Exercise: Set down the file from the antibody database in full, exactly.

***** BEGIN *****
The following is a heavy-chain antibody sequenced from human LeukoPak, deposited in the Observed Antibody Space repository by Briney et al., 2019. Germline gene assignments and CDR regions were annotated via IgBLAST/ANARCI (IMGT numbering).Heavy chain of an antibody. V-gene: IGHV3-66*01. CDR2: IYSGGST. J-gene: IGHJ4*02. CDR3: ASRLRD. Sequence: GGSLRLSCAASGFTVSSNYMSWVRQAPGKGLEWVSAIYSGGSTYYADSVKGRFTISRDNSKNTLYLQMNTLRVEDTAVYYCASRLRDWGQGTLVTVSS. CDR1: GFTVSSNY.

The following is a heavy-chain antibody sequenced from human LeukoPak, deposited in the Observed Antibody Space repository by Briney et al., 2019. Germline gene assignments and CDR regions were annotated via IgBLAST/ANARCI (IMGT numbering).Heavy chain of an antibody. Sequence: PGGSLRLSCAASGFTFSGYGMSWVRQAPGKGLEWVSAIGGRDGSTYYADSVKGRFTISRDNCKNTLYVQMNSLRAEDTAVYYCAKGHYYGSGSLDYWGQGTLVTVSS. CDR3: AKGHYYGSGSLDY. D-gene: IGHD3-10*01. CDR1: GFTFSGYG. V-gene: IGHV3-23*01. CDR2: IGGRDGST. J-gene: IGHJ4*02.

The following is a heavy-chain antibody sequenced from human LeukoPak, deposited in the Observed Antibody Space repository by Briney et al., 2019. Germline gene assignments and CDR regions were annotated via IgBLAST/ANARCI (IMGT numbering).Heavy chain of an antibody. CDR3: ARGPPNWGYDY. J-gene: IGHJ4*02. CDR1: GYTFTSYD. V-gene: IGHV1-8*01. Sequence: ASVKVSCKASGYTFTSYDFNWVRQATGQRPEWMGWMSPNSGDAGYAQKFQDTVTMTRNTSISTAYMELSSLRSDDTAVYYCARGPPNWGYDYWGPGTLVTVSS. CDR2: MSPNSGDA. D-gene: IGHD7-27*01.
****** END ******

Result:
The following is a heavy-chain antibody sequenced from human LeukoPak, deposited in the Observed Antibody Space repository by Briney et al., 2019. Germline gene assignments and CDR regions were annotated via IgBLAST/ANARCI (IMGT numbering).Heavy chain of an antibody. V-gene: IGHV3-66*01. CDR2: IYSGGST. J-gene: IGHJ4*02. CDR3: ASRLRD. Sequence: GGSLRLSCAASGFTVSSNYMSWVRQAPGKGLEWVSAIYSGGSTYYADSVKGRFTISRDNSKNTLYLQMNTLRVEDTAVYYCASRLRDWGQGTLVTVSS. CDR1: GFTVSSNY.

The following is a heavy-chain antibody sequenced from human LeukoPak, deposited in the Observed Antibody Space repository by Briney et al., 2019. Germline gene assignments and CDR regions were annotated via IgBLAST/ANARCI (IMGT numbering).Heavy chain of an antibody. Sequence: PGGSLRLSCAASGFTFSGYGMSWVRQAPGKGLEWVSAIGGRDGSTYYADSVKGRFTISRDNCKNTLYVQMNSLRAEDTAVYYCAKGHYYGSGSLDYWGQGTLVTVSS. CDR3: AKGHYYGSGSLDY. D-gene: IGHD3-10*01. CDR1: GFTFSGYG. V-gene: IGHV3-23*01. CDR2: IGGRDGST. J-gene: IGHJ4*02.

The following is a heavy-chain antibody sequenced from human LeukoPak, deposited in the Observed Antibody Space repository by Briney et al., 2019. Germline gene assignments and CDR regions were annotated via IgBLAST/ANARCI (IMGT numbering).Heavy chain of an antibody. CDR3: ARGPPNWGYDY. J-gene: IGHJ4*02. CDR1: GYTFTSYD. V-gene: IGHV1-8*01. Sequence: ASVKVSCKASGYTFTSYDFNWVRQATGQRPEWMGWMSPNSGDAGYAQKFQDTVTMTRNTSISTAYMELSSLRSDDTAVYYCARGPPNWGYDYWGPGTLVTVSS. CDR2: MSPNSGDA. D-gene: IGHD7-27*01.